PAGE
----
As words go, “failure” is no better than “success.” Rudyard Kipling got it right when he called triumph and disaster “impostors.” People like to say they learn from their failures. Okay. I guess it means 85-90% of the time (or 29%, if you accept the 1994 Chaos Report), they learn nothing from their experiences. I prefer to learn from the outcomes that I experience; that mixture of positive, negative, and neutral results that offers so many learning opportunities. I don’t learn only from failure, but from all experience, if I can.

Of course, it’s easy for me to learn, as I don’t know much to begin with. There’s no problem pouring Guinness into an empty glass, provided one doesn’t try to do it too fast. Some of the smarter folks out there may be holding a full glass already. That’s a whole nother problem.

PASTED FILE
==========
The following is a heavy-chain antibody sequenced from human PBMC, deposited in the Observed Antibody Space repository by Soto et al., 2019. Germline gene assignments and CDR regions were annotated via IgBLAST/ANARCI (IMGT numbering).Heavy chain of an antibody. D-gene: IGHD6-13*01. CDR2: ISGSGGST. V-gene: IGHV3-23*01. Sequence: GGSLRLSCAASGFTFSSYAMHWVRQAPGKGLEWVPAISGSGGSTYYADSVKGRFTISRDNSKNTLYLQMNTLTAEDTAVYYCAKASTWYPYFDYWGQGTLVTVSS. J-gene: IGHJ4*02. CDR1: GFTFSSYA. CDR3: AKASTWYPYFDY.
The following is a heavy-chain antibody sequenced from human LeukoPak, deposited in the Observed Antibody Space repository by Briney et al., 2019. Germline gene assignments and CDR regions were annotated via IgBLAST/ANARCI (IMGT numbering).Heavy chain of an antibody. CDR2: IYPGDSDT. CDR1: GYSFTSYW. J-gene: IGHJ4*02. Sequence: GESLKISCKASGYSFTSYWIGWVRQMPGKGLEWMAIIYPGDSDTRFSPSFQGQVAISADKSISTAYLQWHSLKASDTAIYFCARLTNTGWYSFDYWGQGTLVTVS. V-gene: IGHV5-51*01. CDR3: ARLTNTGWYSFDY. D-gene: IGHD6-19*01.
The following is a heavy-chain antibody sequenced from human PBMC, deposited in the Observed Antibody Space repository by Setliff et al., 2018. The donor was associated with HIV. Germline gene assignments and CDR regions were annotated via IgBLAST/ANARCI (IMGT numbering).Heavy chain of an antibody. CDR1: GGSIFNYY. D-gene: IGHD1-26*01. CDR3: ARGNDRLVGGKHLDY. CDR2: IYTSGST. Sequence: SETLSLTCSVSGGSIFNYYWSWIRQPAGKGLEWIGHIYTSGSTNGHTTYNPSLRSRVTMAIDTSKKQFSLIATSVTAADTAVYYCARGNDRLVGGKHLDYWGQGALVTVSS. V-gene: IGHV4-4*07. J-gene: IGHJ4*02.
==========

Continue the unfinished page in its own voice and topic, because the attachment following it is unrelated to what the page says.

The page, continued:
3 thoughts on “The problem with success (and failure)

  1. I like this post. For me, success is most often a chimera, a status hijacked by vested interests to support their perspective, self-image and position.

    Gilb and Goldratt both point the way to a less subjective, single-perspective definition of success. As you may recall, I have coned the term “covalent” to describe a test which I believe any claim for success must pass before worth of serious consideration.

    There IS evidential data (cf ISBSG) to illustrate the huge (greater than three orders of magnitude) disparity in performance across thousands of different projects. And they don’t lay some more-or-less arbitrary, binary, success-or-failure filter over the numbers.

    As to an operational definition of “success”, aside from the test of covalence, I feel business and technical people alike have WAY too narrow a perspective on “success”. I’d like to see some emphasis shifting to the wider social implications of work and the world of work.